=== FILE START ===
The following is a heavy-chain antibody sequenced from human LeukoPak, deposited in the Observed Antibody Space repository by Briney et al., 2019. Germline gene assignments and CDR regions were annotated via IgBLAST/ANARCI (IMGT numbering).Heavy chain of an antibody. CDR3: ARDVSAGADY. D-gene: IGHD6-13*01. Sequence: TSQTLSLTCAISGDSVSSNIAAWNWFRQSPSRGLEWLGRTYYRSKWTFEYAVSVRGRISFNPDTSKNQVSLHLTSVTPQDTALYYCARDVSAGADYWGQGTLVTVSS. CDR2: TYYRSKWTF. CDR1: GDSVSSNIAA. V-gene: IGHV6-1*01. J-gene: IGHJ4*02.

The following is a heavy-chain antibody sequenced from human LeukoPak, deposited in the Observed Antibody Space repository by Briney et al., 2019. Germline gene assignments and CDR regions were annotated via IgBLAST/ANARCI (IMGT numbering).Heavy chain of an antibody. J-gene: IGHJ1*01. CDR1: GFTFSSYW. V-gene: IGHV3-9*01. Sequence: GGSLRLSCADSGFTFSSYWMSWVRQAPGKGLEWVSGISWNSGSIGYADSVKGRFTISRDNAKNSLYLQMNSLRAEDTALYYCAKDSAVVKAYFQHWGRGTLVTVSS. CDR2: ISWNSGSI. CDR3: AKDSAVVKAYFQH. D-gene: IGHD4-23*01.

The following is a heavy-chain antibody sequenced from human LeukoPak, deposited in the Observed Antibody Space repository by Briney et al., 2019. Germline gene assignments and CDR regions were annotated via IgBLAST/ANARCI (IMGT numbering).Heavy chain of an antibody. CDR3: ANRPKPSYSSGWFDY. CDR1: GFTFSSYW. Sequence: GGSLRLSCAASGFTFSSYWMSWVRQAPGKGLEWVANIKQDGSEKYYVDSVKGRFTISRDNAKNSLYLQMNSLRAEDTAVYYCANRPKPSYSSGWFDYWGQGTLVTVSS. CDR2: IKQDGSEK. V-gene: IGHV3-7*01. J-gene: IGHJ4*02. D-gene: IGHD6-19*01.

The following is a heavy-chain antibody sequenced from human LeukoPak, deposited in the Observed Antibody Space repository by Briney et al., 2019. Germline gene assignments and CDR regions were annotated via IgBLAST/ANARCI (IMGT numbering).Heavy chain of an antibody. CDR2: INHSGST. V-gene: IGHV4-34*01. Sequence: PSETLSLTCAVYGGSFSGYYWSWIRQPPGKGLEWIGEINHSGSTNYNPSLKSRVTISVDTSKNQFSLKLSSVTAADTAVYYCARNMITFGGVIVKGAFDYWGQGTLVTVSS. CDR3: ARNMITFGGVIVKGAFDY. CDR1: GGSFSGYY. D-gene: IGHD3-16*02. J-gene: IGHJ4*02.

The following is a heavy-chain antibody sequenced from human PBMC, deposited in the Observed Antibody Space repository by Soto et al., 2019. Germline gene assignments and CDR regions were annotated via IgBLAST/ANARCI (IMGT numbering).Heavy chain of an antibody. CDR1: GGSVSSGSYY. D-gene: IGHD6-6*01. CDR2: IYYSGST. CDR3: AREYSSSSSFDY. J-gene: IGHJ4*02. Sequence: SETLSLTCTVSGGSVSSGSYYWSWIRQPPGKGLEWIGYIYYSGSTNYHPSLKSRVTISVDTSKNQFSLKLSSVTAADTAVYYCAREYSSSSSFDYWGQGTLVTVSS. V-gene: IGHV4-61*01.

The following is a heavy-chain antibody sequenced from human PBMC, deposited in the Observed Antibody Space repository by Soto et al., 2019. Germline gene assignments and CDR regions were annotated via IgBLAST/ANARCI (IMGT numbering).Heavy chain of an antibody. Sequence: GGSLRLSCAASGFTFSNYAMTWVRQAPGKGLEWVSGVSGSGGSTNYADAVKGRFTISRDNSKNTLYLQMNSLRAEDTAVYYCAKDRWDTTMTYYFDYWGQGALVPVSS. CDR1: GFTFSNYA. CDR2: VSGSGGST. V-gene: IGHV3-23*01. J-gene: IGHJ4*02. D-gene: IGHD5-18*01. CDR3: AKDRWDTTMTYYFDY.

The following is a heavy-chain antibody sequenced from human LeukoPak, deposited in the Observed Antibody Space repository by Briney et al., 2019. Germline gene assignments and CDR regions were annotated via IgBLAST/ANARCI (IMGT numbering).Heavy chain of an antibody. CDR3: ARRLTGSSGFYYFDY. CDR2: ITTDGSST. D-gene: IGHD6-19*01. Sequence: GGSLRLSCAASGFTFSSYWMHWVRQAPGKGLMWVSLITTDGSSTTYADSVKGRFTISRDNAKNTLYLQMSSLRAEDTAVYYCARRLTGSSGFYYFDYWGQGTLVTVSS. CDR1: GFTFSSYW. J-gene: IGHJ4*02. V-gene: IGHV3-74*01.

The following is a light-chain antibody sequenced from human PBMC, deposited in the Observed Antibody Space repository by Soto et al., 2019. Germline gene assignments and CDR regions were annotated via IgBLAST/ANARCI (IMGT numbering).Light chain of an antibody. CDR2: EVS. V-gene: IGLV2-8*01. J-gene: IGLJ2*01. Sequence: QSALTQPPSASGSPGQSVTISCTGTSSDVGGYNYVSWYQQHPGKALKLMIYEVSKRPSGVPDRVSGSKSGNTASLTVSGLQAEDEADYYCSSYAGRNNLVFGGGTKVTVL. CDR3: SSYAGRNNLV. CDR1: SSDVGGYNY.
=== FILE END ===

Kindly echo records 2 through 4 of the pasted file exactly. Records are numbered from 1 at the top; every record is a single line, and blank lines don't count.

The following is a heavy-chain antibody sequenced from human LeukoPak, deposited in the Observed Antibody Space repository by Briney et al., 2019. Germline gene assignments and CDR regions were annotated via IgBLAST/ANARCI (IMGT numbering).Heavy chain of an antibody. J-gene: IGHJ1*01. CDR1: GFTFSSYW. V-gene: IGHV3-9*01. Sequence: GGSLRLSCADSGFTFSSYWMSWVRQAPGKGLEWVSGISWNSGSIGYADSVKGRFTISRDNAKNSLYLQMNSLRAEDTALYYCAKDSAVVKAYFQHWGRGTLVTVSS. CDR2: ISWNSGSI. CDR3: AKDSAVVKAYFQH. D-gene: IGHD4-23*01.

The following is a heavy-chain antibody sequenced from human LeukoPak, deposited in the Observed Antibody Space repository by Briney et al., 2019. Germline gene assignments and CDR regions were annotated via IgBLAST/ANARCI (IMGT numbering).Heavy chain of an antibody. CDR3: ANRPKPSYSSGWFDY. CDR1: GFTFSSYW. Sequence: GGSLRLSCAASGFTFSSYWMSWVRQAPGKGLEWVANIKQDGSEKYYVDSVKGRFTISRDNAKNSLYLQMNSLRAEDTAVYYCANRPKPSYSSGWFDYWGQGTLVTVSS. CDR2: IKQDGSEK. V-gene: IGHV3-7*01. J-gene: IGHJ4*02. D-gene: IGHD6-19*01.

The following is a heavy-chain antibody sequenced from human LeukoPak, deposited in the Observed Antibody Space repository by Briney et al., 2019. Germline gene assignments and CDR regions were annotated via IgBLAST/ANARCI (IMGT numbering).Heavy chain of an antibody. CDR2: INHSGST. V-gene: IGHV4-34*01. Sequence: PSETLSLTCAVYGGSFSGYYWSWIRQPPGKGLEWIGEINHSGSTNYNPSLKSRVTISVDTSKNQFSLKLSSVTAADTAVYYCARNMITFGGVIVKGAFDYWGQGTLVTVSS. CDR3: ARNMITFGGVIVKGAFDY. CDR1: GGSFSGYY. D-gene: IGHD3-16*02. J-gene: IGHJ4*02.